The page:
June 7, 2010 | By Lorna Aldrich | Lorna2@verizon.net
Brent Scowcroft, national security adviser to Presidents Gerald Ford and George H. W. Bush, said national security issues now "are like looking through the other end of the telescope," compared with the single focus on the Soviet Union in the Ford years.
He spoke June 7 at an NPC Luncheon at which he awarded the Gerald R. Ford Presidential Foundation Journalism Awards.
In a complicated world of disparate threats, Scrowcroft identified the Middle East from the Balkans to Afghanistan as the most "vexing" issue now. The area contains the residue of conflicts from the Ottoman, Austro-Hungarian and Russian empires, he said.
But he added that many other national security issues may be unrealized, as were the events in Afghanistan that led to the Sept. 11, 2001, terrorist attacks.
Facing these issues, he said, "we need to go back to fundamentals." Scowcroft said the U.S. can't defeat terrorism by killing terrorists but by drying up the "slop" that creates them.
The United States is the only country that can lead, he said, but not by saying others have to be with us or or against us. He said we have to explain our values in a way that others will want to join us.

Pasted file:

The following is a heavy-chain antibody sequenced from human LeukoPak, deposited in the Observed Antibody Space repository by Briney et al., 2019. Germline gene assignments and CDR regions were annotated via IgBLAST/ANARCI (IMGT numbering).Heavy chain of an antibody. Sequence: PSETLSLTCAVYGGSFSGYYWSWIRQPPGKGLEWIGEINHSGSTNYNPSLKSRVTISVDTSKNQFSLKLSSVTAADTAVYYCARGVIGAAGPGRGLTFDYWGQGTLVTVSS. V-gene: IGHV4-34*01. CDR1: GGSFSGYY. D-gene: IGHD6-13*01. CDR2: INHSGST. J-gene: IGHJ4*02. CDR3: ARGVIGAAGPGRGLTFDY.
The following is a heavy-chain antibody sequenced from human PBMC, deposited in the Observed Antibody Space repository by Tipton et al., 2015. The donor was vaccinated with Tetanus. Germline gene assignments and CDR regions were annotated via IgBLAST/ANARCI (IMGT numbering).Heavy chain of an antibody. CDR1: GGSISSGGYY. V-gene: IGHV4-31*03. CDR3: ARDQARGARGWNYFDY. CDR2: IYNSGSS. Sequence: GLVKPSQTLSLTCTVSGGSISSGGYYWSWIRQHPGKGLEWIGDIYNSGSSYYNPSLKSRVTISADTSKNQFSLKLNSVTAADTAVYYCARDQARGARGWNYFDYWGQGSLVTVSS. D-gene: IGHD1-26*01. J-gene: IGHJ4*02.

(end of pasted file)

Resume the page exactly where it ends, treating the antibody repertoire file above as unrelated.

Scowcroft credited the Obama administration with changing the mood within and beyond the country, turning the most negative attitudes recorded toward the United States into more positive ones. But he said now is the time to "move beyond rhetoric to action."
He judged China "the most successful policy of the United States" in the last 30 years. He said that every president, sooner or later, has concluded that broadening and deepening relations were important to the United States. He said conflicts with China are not inevitable.
Scowcroft identified the challenge for the Chinese as being that "the economic system is out-running the political system."
Contradicting claims that the the present times are uniquely difficult, he said it is "time for introspection," and listed the problems facing the Ford administration: pardoning Nixon, the exit from Vietnam, an energy crisis, economic stagnation combined with inflation, the Soviet Union. His point was that Ford addressed these issues sometimes creating contention but still was known as a "great healer" because he reached out to the other side. "History does not repeat itself, but we can learn from it," Scowcroft said.
Scowcroft awarded the Ford prizes to Ben Feller, White House correspondent for the Associated Press, and to Greg Jaffe, military affairs reporter for the Washington Post.